TV: Police probe of Re’im massacre shows terrorists didn’t know about party in advance

File: An armed Hamas terrorist walking around the Supernova music festival, near Kibbutz Re'im in the Negev desert in southern Israel on October 7, where terrorists from Gaza massacred hundreds of people. (South First Responders/AFP)
File: An armed Hamas terrorist walking around the Supernova music festival, near Kibbutz Re'im in the Negev desert in southern Israel on October 7, where terrorists from Gaza massacred hundreds of people. (South First Responders/AFP)

Channel 12 now publishes what it says are fuller details of the initial investigation by the Police Southern District into the Hamas massacre at the Re’im music festival, near Kibbutz Re’im, on the morning of October 7.

The full death toll was 364 — including 17 police officers — and 40 people were abducted. Some 4,000 people were reportedly at the event.

The investigation concluded that the terrorists did not know in advance about the party, contrary to previous reports and widespread belief, Channel 12 says. The police reached this conclusion partly on the basis of questioning of captured terrorists, and also because they did not find maps on the bodies of dead terrorists directing them to the outdoor event; in the cases of other massacres that day, the terrorists carried maps specifying their targets.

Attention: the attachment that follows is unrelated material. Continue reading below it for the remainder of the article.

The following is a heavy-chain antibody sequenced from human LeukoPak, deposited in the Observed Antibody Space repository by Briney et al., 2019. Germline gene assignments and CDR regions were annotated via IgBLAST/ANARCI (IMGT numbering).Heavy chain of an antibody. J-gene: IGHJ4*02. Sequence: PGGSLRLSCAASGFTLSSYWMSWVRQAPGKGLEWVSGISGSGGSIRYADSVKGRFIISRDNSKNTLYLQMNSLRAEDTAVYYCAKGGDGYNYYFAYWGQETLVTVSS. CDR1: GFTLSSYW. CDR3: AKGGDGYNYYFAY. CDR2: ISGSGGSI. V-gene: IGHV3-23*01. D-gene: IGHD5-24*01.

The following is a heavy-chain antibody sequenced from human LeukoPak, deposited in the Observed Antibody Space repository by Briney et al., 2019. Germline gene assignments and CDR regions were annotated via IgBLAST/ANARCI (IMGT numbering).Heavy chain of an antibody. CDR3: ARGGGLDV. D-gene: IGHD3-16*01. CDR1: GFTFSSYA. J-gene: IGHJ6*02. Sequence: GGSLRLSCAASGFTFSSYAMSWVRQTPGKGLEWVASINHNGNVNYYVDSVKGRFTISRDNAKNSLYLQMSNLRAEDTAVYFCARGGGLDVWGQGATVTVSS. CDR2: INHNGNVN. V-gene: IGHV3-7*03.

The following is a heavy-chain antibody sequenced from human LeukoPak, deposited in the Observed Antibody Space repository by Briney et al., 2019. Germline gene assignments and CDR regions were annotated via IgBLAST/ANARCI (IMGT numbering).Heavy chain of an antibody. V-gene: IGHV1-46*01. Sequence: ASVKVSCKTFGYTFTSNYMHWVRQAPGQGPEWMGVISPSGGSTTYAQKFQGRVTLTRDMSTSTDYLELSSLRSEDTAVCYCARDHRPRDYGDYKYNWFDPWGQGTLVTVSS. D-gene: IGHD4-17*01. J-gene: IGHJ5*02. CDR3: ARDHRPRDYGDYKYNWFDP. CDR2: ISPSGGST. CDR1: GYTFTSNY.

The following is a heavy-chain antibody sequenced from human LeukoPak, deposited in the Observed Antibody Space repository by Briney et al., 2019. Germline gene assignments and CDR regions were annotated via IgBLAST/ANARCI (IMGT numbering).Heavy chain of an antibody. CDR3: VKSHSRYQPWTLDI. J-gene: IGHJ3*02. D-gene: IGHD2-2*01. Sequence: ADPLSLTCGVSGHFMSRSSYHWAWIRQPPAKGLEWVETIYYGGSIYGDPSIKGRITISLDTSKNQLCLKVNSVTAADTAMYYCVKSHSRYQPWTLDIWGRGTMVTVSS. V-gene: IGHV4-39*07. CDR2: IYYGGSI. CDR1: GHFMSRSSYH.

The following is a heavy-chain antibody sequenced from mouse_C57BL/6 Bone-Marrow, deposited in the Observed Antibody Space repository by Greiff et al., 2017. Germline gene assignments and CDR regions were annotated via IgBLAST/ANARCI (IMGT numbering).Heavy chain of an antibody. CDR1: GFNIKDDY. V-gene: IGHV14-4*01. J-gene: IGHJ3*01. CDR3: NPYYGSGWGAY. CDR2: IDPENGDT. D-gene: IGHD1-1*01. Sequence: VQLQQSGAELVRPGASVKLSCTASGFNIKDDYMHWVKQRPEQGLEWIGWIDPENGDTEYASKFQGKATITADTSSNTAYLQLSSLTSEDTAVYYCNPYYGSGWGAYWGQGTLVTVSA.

The TV report says the terrorists only realized a major event was happening in the Re’im area after the police began dispersing partygoers because of the wider Hamas invasion, and only then did they head toward it.

An armed Hamas terrorist leads a man at the Supernova music festival, near Kibbutz Reim in the Negev desert in southern Israel on October 7, where terrorists from Gaza massacred hundreds of people. (SOUTH FIRST RESPONDERS / AFP)

Channel 12 shows what it says is a timeline of the unfolding catastrophe, according to the police probe, and broadcasts a recording of a woman at the party desperately phoning the police to come at once, screaming, “they’re shooting at us.”

The report concludes that, as far as the investigation can establish, including on the basis of the questioning of captured terrorists, “had there not been a [substantial] police deployment at Yad Mordechai,” some 30 kilometers further north, “the terrorists would have been on their way to Rishon LeZion in 30 minutes, and in Tel Aviv in 40 minutes. And we would have been in a completely different story.” It does not give further details to explain this assessment.

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